Thankfully, Elysium tends to right itself whenever it’s in danger of being stuck too far up its own rear end. This is thanks largely to how consistently likeable and charming Matt Damon can be trusted to be in a lead role. Even as an ex-con, Max is a loveable scamp that clearly has a lot of friends on the ruined Earth below Elysium, a place he predictably wants to buy his way into someday, partially motivating his former life of crime in the first place.
The story properly kicks off when Max is exposed to a lethal dose of radiation following being bullied by his dick superior. He is given five days to live, and, in a bout of desperation, seeks the help of a former criminal handler. The handler tells him that the machines of Elysium can cure him, and they formulate a job to steal fake Elysium citizenship, after fitting Max with an exosuit that will combat his fatigue and symptoms. As you can predict, things don’t go according to plan, motivating Secretary Delacourt to send Elysium’s most psychotic sleeper agent, Kruger (Sharlto Copley) to neutralize Max.
It’s thanks to Kruger that the movie has any action at all, frankly, as he’s basically everything that the hyper-civilized and regulated Elysium doesn’t like on their paperwork. He’s violent, unpredictable, deranged, and his use makes Secretary Delacourt quite unpopular with Elysium’s government. Fortunately, he wields all of the big guns, and is the one chance for Matt Damon to make use of his action pedigree from the Bourne movies.
Like District 9, Elysium also contains quite a few surprisingly gory moments of violence too! Sci-fi fans will once again love seeing Blomkamp’s incredible imagination in regards to believable future weaponry (one of the worst disappointments of Blomkamp’s Halo movie falling through!), and some of the gruesome kills in Elysium are undeniably as awesome as they are nasty!
Granted, if they’d been removed (along with the many f-bombs) to reduce Elysium’s R-rating to a PG-13, the movie wouldn’t have lost all that much, and opened itself up to a wider audience to boot. Still, you can’t fault Blomkamp for wanting his handful of action scenes to have some teeth in such a play-it-safe modern Hollywood ecomony, that’s for sure!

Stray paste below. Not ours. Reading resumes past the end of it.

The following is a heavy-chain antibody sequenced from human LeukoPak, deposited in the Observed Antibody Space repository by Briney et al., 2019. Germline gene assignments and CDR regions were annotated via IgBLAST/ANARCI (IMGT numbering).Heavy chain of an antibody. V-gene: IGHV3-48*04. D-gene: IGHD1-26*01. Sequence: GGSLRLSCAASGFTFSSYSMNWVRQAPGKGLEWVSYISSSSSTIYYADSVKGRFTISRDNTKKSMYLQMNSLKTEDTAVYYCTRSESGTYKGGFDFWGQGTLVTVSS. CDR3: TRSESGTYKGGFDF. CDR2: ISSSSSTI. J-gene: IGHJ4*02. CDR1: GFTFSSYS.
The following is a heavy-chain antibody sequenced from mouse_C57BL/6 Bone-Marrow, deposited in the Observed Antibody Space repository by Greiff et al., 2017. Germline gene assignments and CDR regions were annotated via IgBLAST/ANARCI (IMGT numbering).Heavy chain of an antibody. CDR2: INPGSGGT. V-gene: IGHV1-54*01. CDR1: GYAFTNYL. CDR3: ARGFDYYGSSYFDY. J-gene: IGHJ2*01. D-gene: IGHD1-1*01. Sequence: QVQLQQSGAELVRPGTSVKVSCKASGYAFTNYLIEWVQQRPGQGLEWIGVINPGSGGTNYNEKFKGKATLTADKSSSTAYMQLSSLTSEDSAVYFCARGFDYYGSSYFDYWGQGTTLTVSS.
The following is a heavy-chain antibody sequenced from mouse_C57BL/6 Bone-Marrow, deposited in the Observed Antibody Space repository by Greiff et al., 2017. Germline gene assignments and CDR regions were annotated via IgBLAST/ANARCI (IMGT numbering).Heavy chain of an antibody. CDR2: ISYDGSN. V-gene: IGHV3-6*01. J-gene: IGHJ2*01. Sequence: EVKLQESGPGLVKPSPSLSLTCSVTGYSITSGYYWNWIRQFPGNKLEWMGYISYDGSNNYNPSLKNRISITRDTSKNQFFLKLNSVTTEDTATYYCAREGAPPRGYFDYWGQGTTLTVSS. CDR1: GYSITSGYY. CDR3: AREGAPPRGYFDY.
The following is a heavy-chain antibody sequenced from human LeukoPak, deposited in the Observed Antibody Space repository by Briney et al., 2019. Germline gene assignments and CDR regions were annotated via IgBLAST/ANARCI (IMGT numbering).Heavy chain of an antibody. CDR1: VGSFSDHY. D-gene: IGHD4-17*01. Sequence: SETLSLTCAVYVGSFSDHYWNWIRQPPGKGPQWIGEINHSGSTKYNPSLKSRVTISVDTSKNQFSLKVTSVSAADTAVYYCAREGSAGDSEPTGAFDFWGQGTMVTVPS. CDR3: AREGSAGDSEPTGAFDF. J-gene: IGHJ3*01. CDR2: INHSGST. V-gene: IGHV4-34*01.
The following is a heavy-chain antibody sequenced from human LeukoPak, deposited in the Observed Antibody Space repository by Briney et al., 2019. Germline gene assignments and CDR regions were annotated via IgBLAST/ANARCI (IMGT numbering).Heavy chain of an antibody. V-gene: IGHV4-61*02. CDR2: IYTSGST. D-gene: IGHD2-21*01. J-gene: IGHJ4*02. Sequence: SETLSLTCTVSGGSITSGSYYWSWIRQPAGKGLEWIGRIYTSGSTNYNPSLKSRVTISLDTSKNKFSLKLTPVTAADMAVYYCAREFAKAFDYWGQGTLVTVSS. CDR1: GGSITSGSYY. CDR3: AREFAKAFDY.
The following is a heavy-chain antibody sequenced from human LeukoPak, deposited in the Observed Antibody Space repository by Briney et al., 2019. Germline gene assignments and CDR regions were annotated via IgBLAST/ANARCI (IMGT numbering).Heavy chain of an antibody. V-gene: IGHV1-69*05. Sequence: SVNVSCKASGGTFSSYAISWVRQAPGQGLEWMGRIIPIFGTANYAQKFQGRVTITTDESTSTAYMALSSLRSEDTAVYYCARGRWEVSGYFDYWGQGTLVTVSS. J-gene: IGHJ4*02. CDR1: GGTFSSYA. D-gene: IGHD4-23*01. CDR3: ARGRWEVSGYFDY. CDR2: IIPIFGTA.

On this note, I did see Elysium in IMAX, and the IMAX cut is generally pretty solid. It does make the action scenes and atmosphere seem a little more immersive and gripping, and it certainly never detracts from the movie.
With that said however, even if it is a boost, it’s ultimately a small boost, and nowhere near the sizeable difference that you’d see in IMAX showings of Pacific Rim or Star Trek into Darkness. If you’re on a budget, or could care less about going all out, you’d do just as well by just watching a standard digital screening of Elysium. Like in the case of District 9, Blomkamp is a very budget-smart director. He doesn’t waste funds on bells and whistles that he doesn’t need to realize his movie. This budget sensibility is why Elysium is merely good in IMAX, as opposed to awesome and essential. I wouldn’t be surprised if the existence of the IMAX cut was studio mandate, and not Blomkamp’s own idea.
Either way however, Elysium still stands as one of the most ambitious and smart Summer movies of this year. It’s been a long time coming, but Blomkamp beats the trend of sophomore slumps in style, with a second movie that almost entirely realizes the intelligence and originality of its spiritual predecessor!
If you enjoyed District 9, or even if you haven’t seen it and are just looking for a smarter and more memorable original sci-fi movie than most, Elysium must be seen before this Summer is up! Whether or not to go IMAX (if you have that option) is a matter of personal preference, but trust me, sci-fi fans and Blomkamp fans alike will find Elysium to be a refreshing food-for-thought Summer blockbuster that nonetheless doesn’t skimp on sheer entertainment value.
Now, can we just get Blomkamp back directing that Halo movie?! I think he’s more than proven himself now!